For a while I was a professional SCUBA diver at the local public aquariums in San Francisco, working face to face with sharks, literally in the frigid water with them, often pinned against a wall while I did feeding presentations. And we're not just talking four foot leopard sharks, but BIG 8-9 ft long sevengill sharks, which are a very ancient, lumbering, grumpy species. And at times we had as many as eight or nine of them in this enormous aquarium, all coming in for their snack of salmon steaks, which were in a bucket that hung off my belt dangling between my legs. It was crazy fun!

The biggest misconceptions with all predatory animals is that their behavior stems from maliciousness or evil. JAWS certainly portrays the animal quite wrongfully like that, which Benchley admitted to repeatedly after the success of the movie and book. But I also don't agree with sugar coating the animals. Working in such close proximity with these animals day after day taught me just how hard wired they are to eat and defend themselves. With the tip of my own scuba fin, I once barely tapped the very tip of the caudal fin (tail fin) of a young sevengill shark that was swimming below me. Like BARELY tapped it, just to see if he would register it all. The shark completely turned 180 degrees, mouth wide open, practically folding itself in half, and came right back at whatever it thought was behind it. I was up high enough that it didn't see anything, and so its ancient brain forgot all about it within seconds, and went back to cruising in circles. But if I was there when it turned around, it would have tried to bite me, no doubt.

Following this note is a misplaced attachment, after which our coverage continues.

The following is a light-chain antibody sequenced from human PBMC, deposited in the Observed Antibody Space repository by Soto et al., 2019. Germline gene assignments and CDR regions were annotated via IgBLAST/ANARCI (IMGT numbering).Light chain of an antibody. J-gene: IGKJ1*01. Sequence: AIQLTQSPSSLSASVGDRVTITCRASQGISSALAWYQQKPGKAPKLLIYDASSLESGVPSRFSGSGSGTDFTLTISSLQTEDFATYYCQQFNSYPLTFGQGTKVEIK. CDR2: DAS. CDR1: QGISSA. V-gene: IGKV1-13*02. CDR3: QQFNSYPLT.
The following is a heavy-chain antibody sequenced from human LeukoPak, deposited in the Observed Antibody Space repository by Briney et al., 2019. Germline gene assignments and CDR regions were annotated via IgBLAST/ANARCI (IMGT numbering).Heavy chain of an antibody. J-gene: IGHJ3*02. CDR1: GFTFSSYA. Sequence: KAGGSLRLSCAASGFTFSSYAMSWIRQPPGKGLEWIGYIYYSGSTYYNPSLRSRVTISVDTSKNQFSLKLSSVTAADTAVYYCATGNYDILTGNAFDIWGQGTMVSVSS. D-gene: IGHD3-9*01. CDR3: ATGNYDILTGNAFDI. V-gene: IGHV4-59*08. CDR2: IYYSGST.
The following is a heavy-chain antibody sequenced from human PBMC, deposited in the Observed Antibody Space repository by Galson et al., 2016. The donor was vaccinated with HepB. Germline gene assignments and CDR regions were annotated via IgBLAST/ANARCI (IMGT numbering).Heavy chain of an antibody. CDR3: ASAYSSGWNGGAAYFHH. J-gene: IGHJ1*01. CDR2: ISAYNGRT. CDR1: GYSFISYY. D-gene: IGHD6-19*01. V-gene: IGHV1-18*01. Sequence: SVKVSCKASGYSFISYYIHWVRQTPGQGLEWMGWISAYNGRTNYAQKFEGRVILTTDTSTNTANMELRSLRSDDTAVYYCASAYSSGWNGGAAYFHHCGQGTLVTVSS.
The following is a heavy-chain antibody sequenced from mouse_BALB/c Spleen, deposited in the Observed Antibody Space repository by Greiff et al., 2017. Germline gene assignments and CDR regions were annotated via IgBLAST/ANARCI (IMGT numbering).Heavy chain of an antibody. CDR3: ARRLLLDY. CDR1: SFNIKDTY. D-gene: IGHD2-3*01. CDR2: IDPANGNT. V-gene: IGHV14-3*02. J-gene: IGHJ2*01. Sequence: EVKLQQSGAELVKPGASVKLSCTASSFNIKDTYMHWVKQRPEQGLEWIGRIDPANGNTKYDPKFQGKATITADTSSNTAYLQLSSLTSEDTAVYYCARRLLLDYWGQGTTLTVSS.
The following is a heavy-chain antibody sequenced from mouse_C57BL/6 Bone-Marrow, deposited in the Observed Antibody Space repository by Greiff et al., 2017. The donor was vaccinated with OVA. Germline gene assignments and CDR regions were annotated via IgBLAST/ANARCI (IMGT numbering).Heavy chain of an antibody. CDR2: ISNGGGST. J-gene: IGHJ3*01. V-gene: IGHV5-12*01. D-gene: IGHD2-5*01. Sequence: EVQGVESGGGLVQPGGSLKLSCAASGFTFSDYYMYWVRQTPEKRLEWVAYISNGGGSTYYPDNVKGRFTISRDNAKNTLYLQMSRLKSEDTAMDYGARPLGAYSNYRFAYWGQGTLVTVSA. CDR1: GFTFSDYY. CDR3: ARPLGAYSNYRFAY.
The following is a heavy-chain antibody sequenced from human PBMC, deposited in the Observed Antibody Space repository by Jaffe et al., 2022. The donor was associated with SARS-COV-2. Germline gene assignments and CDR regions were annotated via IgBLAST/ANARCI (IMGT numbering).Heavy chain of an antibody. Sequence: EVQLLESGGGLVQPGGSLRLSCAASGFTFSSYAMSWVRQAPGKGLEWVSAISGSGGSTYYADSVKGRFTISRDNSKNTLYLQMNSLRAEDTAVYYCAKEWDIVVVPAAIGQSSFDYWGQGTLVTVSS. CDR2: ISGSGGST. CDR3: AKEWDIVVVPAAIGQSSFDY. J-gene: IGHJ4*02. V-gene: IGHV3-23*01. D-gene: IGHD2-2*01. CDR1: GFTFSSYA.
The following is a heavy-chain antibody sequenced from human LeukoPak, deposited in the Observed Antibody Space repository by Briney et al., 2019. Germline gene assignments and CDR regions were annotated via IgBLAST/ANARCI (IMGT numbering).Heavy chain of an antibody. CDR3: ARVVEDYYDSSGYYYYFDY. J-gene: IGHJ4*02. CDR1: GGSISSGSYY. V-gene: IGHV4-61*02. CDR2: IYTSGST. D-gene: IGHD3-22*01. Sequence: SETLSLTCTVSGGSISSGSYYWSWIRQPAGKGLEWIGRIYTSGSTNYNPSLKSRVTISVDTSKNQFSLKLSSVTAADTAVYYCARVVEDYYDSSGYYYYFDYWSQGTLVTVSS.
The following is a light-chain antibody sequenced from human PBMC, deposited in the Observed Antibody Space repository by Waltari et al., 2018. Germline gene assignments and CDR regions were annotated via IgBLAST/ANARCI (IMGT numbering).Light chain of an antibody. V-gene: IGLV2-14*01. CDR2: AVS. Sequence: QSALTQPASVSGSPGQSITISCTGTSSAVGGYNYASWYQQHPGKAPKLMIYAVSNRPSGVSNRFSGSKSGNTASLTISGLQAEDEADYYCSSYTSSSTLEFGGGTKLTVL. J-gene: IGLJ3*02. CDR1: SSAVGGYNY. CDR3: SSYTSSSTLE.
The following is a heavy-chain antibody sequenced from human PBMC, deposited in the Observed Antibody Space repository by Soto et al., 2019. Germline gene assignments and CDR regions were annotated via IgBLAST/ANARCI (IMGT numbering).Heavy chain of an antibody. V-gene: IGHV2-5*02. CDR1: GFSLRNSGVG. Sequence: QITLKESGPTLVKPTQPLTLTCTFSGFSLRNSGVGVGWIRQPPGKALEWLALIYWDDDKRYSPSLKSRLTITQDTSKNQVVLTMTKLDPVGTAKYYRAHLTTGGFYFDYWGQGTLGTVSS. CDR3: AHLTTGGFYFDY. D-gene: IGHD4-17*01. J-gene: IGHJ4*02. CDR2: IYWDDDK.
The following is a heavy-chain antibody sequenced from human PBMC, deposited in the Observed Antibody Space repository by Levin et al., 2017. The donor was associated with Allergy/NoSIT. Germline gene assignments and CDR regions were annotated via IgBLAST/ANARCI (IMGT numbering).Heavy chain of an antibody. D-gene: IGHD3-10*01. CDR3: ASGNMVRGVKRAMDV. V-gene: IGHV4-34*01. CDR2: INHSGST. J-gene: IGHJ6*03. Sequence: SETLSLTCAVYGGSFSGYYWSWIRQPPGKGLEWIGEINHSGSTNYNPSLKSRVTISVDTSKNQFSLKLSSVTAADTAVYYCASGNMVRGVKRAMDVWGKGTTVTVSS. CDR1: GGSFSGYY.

Each animal is different; they have different personalities to a degree. But, they are very much the eating machine that Hooper explains them to be. We're not talking mammals like a dolphin or seal, or even normal bony fish which can be far more receptive and interactive with humans. Sharks are pretty simple minded animals. They eat, breed, swim, and you don't want to get in their way.

If you go in the sea, you're in their world. And man are they out there. Yes, sharks don't actively eat or even hunt man. You're not part of their pre-programmed diet. But meat is meat, and all it takes is a decent sized animal, and a lot of confusion on their part in the right situation, and you can have a bad incident.